Wage Assignment


DEFINITION of 'Wage Assignment'

The procedure of taking money directly from an employee's compensation under the authority of a court order, in order to pay a debt obligation. Wage assignments are typically a last resort of a lender to receive repayment from a borrower who has previously failed to pay their debt obligation.

BREAKING DOWN 'Wage Assignment'

Typical reasons for a wage assignment may be items such child support payments, court fines and taxes that have gone unpaid for a prolonged period of time. Once mandated by a court and served to an employer, wage assignments are processed as part of an employer's payroll procedure -- the employee's regular paycheck is decreased by the amount of the assignment and noted on their pay stub.

Employees may sometimes be able to voluntarily undergo wage assignment to pay for things like union dues or contribute to a retirement fund.

  1. Withholding Allowance

    An allowance an individual claims on a W-4 Form. A withholding ...
  2. Assignment Method

    A method of allocating organizational resources. The assignment ...
  3. Creditor

    An entity (person or institution) that extends credit by giving ...
  4. Withholding

    The portion of an employee's wages that is not included in his ...
  5. Garnishment

    A legal process whereby payments towards a debt owed by an individual ...
  6. Withholding Tax

    1. Income tax withheld from employees' wages and paid directly ...
Related Articles
  1. Retirement

    Become A Certified Financial Divorce Analyst

    Use your financial knowledge to help people preserve their financial integrity after a failed marriage.
  2. Budgeting

    Get Through Divorce With Your Finances Intact

    Find out how to split your finances without coming up short.
  3. Fundamental Analysis

    The Basics Of Corporate Structure

    CEOs, CFOs, presidents and vice presidents: learn how to tell the difference.
  4. Professionals

    4 Ways Companies Can Relieve Workplace Stress

    Workplace stress can cost companies tons of money in lost productivity and absenteeism. Some of that is out of their control, but often they are the cause.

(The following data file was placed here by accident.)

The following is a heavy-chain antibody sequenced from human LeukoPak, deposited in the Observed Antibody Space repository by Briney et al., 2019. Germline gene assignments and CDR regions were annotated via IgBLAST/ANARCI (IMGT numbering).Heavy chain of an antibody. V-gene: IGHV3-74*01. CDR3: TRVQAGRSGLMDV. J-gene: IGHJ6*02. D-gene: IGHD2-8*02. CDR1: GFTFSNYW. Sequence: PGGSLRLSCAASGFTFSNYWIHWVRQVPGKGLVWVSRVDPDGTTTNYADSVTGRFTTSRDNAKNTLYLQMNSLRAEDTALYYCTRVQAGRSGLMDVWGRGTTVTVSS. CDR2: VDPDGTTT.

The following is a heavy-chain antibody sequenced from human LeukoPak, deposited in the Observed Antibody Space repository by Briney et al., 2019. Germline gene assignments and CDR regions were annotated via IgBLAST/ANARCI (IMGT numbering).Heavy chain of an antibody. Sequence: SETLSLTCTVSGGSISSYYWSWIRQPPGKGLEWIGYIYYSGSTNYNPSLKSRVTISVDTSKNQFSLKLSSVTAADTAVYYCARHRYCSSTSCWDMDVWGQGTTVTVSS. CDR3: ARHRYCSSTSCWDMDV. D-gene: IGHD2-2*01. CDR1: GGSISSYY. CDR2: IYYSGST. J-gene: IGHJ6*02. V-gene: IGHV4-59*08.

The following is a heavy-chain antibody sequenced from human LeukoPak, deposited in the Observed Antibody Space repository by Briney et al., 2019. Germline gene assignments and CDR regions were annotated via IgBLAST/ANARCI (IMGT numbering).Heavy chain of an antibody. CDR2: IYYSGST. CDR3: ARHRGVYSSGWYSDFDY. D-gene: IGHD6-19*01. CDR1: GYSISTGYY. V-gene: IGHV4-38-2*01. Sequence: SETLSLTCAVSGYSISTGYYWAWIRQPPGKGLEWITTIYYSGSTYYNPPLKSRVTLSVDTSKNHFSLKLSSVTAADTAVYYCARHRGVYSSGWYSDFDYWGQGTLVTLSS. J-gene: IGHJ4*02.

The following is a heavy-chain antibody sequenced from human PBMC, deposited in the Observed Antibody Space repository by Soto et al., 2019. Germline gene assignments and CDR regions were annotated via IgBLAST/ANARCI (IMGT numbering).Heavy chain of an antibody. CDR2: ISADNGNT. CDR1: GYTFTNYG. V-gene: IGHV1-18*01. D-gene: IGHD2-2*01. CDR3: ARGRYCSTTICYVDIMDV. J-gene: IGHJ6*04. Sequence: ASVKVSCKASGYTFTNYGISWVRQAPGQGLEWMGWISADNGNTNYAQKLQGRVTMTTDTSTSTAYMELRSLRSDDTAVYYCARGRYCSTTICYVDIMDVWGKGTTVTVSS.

5. Professionals

    Prevent Employees From Hacking You Computer System

    Cyber security attacks from a current or ex-employee can cause a lot of pain. Here is how to avoid such attacks.
  6. Entrepreneurship

    Hire Your Kids at Your Small Business – Here's Why

    And how to make sure you do it the right way, following IRS guidelines.
  7. Economics

    Explaining Silo Mentality

    A silo mentality occurs when certain departments in an organization do not share information or knowledge with other departments.
  8. Entrepreneurship

    What Does It Mean To Be Self-Employed?

    A self-employed individual works for herself instead of working for an employer that pays a salary or hourly wage.
  9. Savings

    5 Ways To Be Irreplaceable At Work

    Companies most value five certain behaviors, and the employees who exhibit them establish themselves as essential to an organization.
  10. Economics

    What is a Restricted Stock Unit (RSU)?

    RSUs are compensation in the form of stocks that an employer pays an employee according to a vesting schedule.
  1. What protections are in place for a whistleblower?

    Whistleblowers can play a critical role in ensuring the compliance, safety, honesty and legal fairness of governments and ... Read Full Answer >>
  2. How do modern companies assess business risk?

    Before a business can assess or mitigate business risk, it must first identify probable or likely risks to its bottom line. ... Read Full Answer >>
  3. Why has emphasis on corporate governance grown in the 21st century?

    Corporate governance refers to operational practices, management protocols, and other governing rules or principles by which ... Read Full Answer >>
  4. What should a whistleblower do if their employer retaliates?

    Although specifically prohibited by employment law, employer retaliation against whistleblowers for exposing employers' wrongdoings ... Read Full Answer >>
  5. What impact did the Sarbanes-Oxley Act have on corporate governance in the United ...

    After a prolonged period of corporate scandals involving large public companies from 2000 to 2002, the Sarbanes-Oxley Act ... Read Full Answer >>
  6. Why should investors research the C-suite executives of a company?

    C-suite executives are essential for creating and enacting overall firm strategy and are therefore an important aspect of ... Read Full Answer >>

You May Also Like

Hot Definitions
  1. Ex Works (EXW)

    An international trade term requiring the seller to make goods ready for pickup at his or her own place of business. All ...
  2. Letter of Intent - LOI

    A document outlining the terms of an agreement before it is finalized. LOIs are usually not legally binding in their entirety. ...
  3. Purchasing Power

    The value of a currency expressed in terms of the amount of goods or services that one unit of money can buy. Purchasing ...
  4. Real Estate Investment Trust - REIT

    A REIT is a type of security that invests in real estate through property or mortgages and often trades on major exchanges ...
  5. Section 1231 Property

    A tax term relating to depreciable business property that has been held for over a year. Section 1231 property includes buildings, ...
  6. Term Deposit

    A deposit held at a financial institution that has a fixed term, and guarantees return of principal.
Trading Center
You are using adblocking software

Want access to all of Investopedia? Add us to your “whitelist”
so you'll never miss a feature!